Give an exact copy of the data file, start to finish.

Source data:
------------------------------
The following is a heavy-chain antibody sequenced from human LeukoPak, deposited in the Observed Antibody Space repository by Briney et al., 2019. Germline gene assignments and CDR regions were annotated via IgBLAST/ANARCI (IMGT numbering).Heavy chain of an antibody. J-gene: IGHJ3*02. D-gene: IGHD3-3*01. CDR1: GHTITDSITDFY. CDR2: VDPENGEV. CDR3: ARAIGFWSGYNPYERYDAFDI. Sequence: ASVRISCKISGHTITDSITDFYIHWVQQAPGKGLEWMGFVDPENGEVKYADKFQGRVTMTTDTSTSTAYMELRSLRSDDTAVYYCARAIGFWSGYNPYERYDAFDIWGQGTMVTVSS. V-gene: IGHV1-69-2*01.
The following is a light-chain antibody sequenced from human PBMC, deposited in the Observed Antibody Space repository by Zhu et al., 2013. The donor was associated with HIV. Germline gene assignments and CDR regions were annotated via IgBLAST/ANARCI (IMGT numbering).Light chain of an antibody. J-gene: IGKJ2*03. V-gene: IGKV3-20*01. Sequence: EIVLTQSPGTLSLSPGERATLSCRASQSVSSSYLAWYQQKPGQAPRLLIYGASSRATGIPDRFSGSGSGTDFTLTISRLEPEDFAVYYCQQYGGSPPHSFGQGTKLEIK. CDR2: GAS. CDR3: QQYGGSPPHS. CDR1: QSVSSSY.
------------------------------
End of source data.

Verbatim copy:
The following is a heavy-chain antibody sequenced from human LeukoPak, deposited in the Observed Antibody Space repository by Briney et al., 2019. Germline gene assignments and CDR regions were annotated via IgBLAST/ANARCI (IMGT numbering).Heavy chain of an antibody. J-gene: IGHJ3*02. D-gene: IGHD3-3*01. CDR1: GHTITDSITDFY. CDR2: VDPENGEV. CDR3: ARAIGFWSGYNPYERYDAFDI. Sequence: ASVRISCKISGHTITDSITDFYIHWVQQAPGKGLEWMGFVDPENGEVKYADKFQGRVTMTTDTSTSTAYMELRSLRSDDTAVYYCARAIGFWSGYNPYERYDAFDIWGQGTMVTVSS. V-gene: IGHV1-69-2*01.
The following is a light-chain antibody sequenced from human PBMC, deposited in the Observed Antibody Space repository by Zhu et al., 2013. The donor was associated with HIV. Germline gene assignments and CDR regions were annotated via IgBLAST/ANARCI (IMGT numbering).Light chain of an antibody. J-gene: IGKJ2*03. V-gene: IGKV3-20*01. Sequence: EIVLTQSPGTLSLSPGERATLSCRASQSVSSSYLAWYQQKPGQAPRLLIYGASSRATGIPDRFSGSGSGTDFTLTISRLEPEDFAVYYCQQYGGSPPHSFGQGTKLEIK. CDR2: GAS. CDR3: QQYGGSPPHS. CDR1: QSVSSSY.